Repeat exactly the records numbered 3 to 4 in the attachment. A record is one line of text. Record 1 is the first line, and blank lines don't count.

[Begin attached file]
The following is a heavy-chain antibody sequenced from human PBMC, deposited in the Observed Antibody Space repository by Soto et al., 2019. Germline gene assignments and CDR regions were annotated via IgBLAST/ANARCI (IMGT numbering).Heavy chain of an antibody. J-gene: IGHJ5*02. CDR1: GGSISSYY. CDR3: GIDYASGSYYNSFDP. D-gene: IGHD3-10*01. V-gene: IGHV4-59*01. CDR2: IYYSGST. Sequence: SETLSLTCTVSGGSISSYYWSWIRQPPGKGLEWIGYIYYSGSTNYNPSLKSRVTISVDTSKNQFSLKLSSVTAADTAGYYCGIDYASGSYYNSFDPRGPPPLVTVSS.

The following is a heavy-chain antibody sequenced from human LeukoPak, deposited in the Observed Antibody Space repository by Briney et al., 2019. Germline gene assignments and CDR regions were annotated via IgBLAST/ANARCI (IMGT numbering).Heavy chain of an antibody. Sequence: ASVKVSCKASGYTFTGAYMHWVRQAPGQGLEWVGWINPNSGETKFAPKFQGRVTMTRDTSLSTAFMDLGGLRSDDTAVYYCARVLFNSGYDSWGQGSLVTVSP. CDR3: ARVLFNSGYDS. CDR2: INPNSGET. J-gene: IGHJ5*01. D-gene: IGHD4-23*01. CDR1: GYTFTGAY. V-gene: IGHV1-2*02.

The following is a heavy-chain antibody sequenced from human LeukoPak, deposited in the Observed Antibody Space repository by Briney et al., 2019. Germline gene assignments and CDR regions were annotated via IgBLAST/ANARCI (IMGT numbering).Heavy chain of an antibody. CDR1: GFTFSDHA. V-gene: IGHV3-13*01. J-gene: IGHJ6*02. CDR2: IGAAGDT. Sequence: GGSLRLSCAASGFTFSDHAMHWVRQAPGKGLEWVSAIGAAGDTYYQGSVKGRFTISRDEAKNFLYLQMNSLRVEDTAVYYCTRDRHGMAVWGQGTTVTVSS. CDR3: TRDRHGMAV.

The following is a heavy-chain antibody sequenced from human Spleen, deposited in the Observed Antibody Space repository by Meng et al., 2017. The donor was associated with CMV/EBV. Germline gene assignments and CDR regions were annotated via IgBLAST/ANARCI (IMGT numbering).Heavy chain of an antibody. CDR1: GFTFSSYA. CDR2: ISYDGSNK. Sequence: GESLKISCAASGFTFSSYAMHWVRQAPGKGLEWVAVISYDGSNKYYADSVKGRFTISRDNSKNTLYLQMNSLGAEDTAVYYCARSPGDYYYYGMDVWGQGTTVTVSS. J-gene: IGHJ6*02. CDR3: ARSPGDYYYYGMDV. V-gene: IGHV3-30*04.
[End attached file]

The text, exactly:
The following is a heavy-chain antibody sequenced from human LeukoPak, deposited in the Observed Antibody Space repository by Briney et al., 2019. Germline gene assignments and CDR regions were annotated via IgBLAST/ANARCI (IMGT numbering).Heavy chain of an antibody. CDR1: GFTFSDHA. V-gene: IGHV3-13*01. J-gene: IGHJ6*02. CDR2: IGAAGDT. Sequence: GGSLRLSCAASGFTFSDHAMHWVRQAPGKGLEWVSAIGAAGDTYYQGSVKGRFTISRDEAKNFLYLQMNSLRVEDTAVYYCTRDRHGMAVWGQGTTVTVSS. CDR3: TRDRHGMAV.

The following is a heavy-chain antibody sequenced from human Spleen, deposited in the Observed Antibody Space repository by Meng et al., 2017. The donor was associated with CMV/EBV. Germline gene assignments and CDR regions were annotated via IgBLAST/ANARCI (IMGT numbering).Heavy chain of an antibody. CDR1: GFTFSSYA. CDR2: ISYDGSNK. Sequence: GESLKISCAASGFTFSSYAMHWVRQAPGKGLEWVAVISYDGSNKYYADSVKGRFTISRDNSKNTLYLQMNSLGAEDTAVYYCARSPGDYYYYGMDVWGQGTTVTVSS. J-gene: IGHJ6*02. CDR3: ARSPGDYYYYGMDV. V-gene: IGHV3-30*04.